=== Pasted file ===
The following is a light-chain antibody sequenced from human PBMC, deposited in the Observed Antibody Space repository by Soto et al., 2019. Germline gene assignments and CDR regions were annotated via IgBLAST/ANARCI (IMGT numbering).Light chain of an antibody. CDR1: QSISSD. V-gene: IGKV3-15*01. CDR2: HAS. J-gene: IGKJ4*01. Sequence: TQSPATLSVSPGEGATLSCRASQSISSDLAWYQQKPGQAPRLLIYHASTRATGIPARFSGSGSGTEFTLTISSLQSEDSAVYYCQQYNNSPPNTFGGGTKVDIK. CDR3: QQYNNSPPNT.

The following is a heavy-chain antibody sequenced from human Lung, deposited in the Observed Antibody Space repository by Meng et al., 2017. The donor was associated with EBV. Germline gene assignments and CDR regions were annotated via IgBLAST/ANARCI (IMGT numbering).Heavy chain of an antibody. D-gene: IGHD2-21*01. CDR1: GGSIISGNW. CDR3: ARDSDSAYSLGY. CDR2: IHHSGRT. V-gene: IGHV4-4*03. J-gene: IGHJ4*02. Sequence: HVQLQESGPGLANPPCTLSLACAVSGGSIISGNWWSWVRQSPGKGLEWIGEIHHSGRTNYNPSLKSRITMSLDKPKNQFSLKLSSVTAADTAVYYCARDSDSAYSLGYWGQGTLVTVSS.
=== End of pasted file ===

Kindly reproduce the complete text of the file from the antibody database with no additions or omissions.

The following is a light-chain antibody sequenced from human PBMC, deposited in the Observed Antibody Space repository by Soto et al., 2019. Germline gene assignments and CDR regions were annotated via IgBLAST/ANARCI (IMGT numbering).Light chain of an antibody. CDR1: QSISSD. V-gene: IGKV3-15*01. CDR2: HAS. J-gene: IGKJ4*01. Sequence: TQSPATLSVSPGEGATLSCRASQSISSDLAWYQQKPGQAPRLLIYHASTRATGIPARFSGSGSGTEFTLTISSLQSEDSAVYYCQQYNNSPPNTFGGGTKVDIK. CDR3: QQYNNSPPNT.

The following is a heavy-chain antibody sequenced from human Lung, deposited in the Observed Antibody Space repository by Meng et al., 2017. The donor was associated with EBV. Germline gene assignments and CDR regions were annotated via IgBLAST/ANARCI (IMGT numbering).Heavy chain of an antibody. D-gene: IGHD2-21*01. CDR1: GGSIISGNW. CDR3: ARDSDSAYSLGY. CDR2: IHHSGRT. V-gene: IGHV4-4*03. J-gene: IGHJ4*02. Sequence: HVQLQESGPGLANPPCTLSLACAVSGGSIISGNWWSWVRQSPGKGLEWIGEIHHSGRTNYNPSLKSRITMSLDKPKNQFSLKLSSVTAADTAVYYCARDSDSAYSLGYWGQGTLVTVSS.